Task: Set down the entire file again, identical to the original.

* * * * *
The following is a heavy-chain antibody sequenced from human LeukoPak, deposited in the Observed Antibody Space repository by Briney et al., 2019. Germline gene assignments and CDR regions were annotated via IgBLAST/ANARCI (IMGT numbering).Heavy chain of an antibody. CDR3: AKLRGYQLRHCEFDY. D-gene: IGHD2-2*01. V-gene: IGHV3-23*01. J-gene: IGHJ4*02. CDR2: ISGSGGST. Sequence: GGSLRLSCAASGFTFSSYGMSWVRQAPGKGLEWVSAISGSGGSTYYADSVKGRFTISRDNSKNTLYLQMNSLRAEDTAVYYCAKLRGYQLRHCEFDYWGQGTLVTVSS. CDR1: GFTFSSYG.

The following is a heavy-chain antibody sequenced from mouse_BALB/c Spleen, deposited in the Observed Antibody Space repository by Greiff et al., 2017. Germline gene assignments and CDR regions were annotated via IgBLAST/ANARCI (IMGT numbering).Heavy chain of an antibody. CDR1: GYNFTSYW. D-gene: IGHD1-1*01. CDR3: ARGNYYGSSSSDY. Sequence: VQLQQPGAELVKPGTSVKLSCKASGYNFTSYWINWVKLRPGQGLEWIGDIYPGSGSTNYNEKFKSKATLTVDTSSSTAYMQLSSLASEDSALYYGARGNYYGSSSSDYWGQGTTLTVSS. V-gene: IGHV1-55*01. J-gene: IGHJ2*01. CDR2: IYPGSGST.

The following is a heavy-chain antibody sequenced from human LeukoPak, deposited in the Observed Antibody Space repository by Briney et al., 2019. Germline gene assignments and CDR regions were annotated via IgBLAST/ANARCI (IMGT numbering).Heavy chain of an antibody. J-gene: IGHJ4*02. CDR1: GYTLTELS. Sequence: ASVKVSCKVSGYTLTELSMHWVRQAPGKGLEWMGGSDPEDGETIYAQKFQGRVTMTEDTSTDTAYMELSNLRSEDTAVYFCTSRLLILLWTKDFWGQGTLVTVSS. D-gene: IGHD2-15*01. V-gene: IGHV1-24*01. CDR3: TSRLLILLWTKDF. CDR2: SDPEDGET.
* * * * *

The following is a heavy-chain antibody sequenced from human LeukoPak, deposited in the Observed Antibody Space repository by Briney et al., 2019. Germline gene assignments and CDR regions were annotated via IgBLAST/ANARCI (IMGT numbering).Heavy chain of an antibody. CDR3: AKLRGYQLRHCEFDY. D-gene: IGHD2-2*01. V-gene: IGHV3-23*01. J-gene: IGHJ4*02. CDR2: ISGSGGST. Sequence: GGSLRLSCAASGFTFSSYGMSWVRQAPGKGLEWVSAISGSGGSTYYADSVKGRFTISRDNSKNTLYLQMNSLRAEDTAVYYCAKLRGYQLRHCEFDYWGQGTLVTVSS. CDR1: GFTFSSYG.

The following is a heavy-chain antibody sequenced from mouse_BALB/c Spleen, deposited in the Observed Antibody Space repository by Greiff et al., 2017. Germline gene assignments and CDR regions were annotated via IgBLAST/ANARCI (IMGT numbering).Heavy chain of an antibody. CDR1: GYNFTSYW. D-gene: IGHD1-1*01. CDR3: ARGNYYGSSSSDY. Sequence: VQLQQPGAELVKPGTSVKLSCKASGYNFTSYWINWVKLRPGQGLEWIGDIYPGSGSTNYNEKFKSKATLTVDTSSSTAYMQLSSLASEDSALYYGARGNYYGSSSSDYWGQGTTLTVSS. V-gene: IGHV1-55*01. J-gene: IGHJ2*01. CDR2: IYPGSGST.

The following is a heavy-chain antibody sequenced from human LeukoPak, deposited in the Observed Antibody Space repository by Briney et al., 2019. Germline gene assignments and CDR regions were annotated via IgBLAST/ANARCI (IMGT numbering).Heavy chain of an antibody. J-gene: IGHJ4*02. CDR1: GYTLTELS. Sequence: ASVKVSCKVSGYTLTELSMHWVRQAPGKGLEWMGGSDPEDGETIYAQKFQGRVTMTEDTSTDTAYMELSNLRSEDTAVYFCTSRLLILLWTKDFWGQGTLVTVSS. D-gene: IGHD2-15*01. V-gene: IGHV1-24*01. CDR3: TSRLLILLWTKDF. CDR2: SDPEDGET.